Apartheid heroine Winnie Madikizela-Mandela dies at 81

Winnie Madikizela-Mandela South African anti-apartheid campaigner and former wife of the late President Nelson Mandela died on Monday aged 81.

Family spokesman Victor Dlamini said in a statement,that she passed away at the Netcare Milpark Hospital in Johannesburg, South Africa after a long illness, for which she had been in and out of hospital since the start of the year.

The South African Broadcasting Corporation said she was admitted to the hospital over the weekend complaining of the flu after she attended a church service on Friday. She had been treated for diabetes and underwent major surgeries as her health began failing over the last several years.

Winnie Mandela played a high-profile role in the struggle to end white-minority rule but her place in history was stained by controversy and accusations of violence.

Madikizela-Mandela commanded a natural constituency of her own among South Africa’s poor and dispossessed, and the post-apartheid leaders who followed Mr. Mandela could never ignore her appeal to a broad segment of society. In April 2016, the government of President Jacob G. Zuma gave Ms. Madikizela-Mandela one of the country’s highest honors: the Order of Luthuli, given, in part, for contributions to the struggle for democracy.

She was known as the “Mother of the Nation” because of her struggle against white-minority rule in South Africa.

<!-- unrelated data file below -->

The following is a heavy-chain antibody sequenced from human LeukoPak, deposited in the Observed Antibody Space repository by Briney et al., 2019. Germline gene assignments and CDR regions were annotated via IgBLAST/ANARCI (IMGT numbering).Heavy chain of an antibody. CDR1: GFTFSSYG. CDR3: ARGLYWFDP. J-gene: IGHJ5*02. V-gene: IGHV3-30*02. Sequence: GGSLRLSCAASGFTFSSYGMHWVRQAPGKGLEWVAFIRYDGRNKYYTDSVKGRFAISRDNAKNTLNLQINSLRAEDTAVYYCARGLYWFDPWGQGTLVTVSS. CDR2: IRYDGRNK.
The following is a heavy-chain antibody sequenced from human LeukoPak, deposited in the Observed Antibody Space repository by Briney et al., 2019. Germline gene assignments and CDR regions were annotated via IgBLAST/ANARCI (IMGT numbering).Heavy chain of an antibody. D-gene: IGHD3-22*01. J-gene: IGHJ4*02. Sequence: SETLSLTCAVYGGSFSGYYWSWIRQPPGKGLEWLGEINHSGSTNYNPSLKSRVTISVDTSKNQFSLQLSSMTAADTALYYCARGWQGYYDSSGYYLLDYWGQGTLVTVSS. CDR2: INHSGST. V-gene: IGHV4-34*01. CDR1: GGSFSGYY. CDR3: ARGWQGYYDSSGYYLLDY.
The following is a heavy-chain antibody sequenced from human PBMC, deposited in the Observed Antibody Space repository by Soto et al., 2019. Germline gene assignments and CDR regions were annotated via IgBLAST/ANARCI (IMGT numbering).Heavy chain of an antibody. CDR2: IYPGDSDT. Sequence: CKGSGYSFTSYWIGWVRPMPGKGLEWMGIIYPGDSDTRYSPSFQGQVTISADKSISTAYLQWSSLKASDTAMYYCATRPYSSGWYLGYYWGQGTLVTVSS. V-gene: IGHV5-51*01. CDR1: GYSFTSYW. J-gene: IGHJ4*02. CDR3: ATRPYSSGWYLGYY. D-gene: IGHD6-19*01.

She was married to Nelson Mandela for 38 years, including the 27 years he was imprisoned on an island near Cape Town.

The couple were divorced in 1996, two years after Nelson Mandela became South Africa’s first black President. They had two daughters together. Nelson Mandela died in 2013.

Nobel laureate Desmond Tutu described Winnie Mandela as “a defining symbol” of the struggle against oppression.

“She refused to be bowed by the imprisonment of her husband, the perpetual harassment of her family by security forces, detentions, bannings and banishment,” he said.

Ramaphosa praised Madikizela-Mandela as “an advocate for the dispossessed and the marginalized” and “a voice for the voiceless.”

“Even at the darkest moments of our struggle for liberation, Mam’ Winnie was an abiding symbol of the desire of our people to be free,” Ramaphosa said in a statement. “In the midst of repression, she was a voice of defiance and resistance. In the face of exploitation, she was a champion of justice and equality.”

In 1990 the world watched when Nelson Mandela finally walked out of prison — hand in hand with Winnie.

The following year, she was convicted of kidnapping and assault over the killing of Stompie Moeketsi, a 14-year-old boy.

In 1992, the Mandelas separated, and then divorced in 1996, after a legal wrangle that revealed she had had an affair with a young bodyguard.

Her father, Columbus, was a senior official in the so-called homeland of Transkei, according to South African History Online, an unofficial archive, which described her as the fourth of eight children. (Other accounts say her family was larger.) Her mother, Gertrude, was a teacher who died when Winnie was 8,

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